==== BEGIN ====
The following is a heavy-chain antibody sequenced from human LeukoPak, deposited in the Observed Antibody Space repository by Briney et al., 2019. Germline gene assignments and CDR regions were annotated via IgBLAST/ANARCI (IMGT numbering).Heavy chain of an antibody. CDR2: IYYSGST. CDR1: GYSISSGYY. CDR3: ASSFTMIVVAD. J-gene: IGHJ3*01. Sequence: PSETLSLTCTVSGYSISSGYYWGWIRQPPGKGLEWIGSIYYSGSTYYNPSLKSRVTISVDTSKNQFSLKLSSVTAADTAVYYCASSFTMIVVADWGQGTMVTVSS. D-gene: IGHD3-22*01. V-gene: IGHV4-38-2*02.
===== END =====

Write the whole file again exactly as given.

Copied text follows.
The following is a heavy-chain antibody sequenced from human LeukoPak, deposited in the Observed Antibody Space repository by Briney et al., 2019. Germline gene assignments and CDR regions were annotated via IgBLAST/ANARCI (IMGT numbering).Heavy chain of an antibody. CDR2: IYYSGST. CDR1: GYSISSGYY. CDR3: ASSFTMIVVAD. J-gene: IGHJ3*01. Sequence: PSETLSLTCTVSGYSISSGYYWGWIRQPPGKGLEWIGSIYYSGSTYYNPSLKSRVTISVDTSKNQFSLKLSSVTAADTAVYYCASSFTMIVVADWGQGTMVTVSS. D-gene: IGHD3-22*01. V-gene: IGHV4-38-2*02.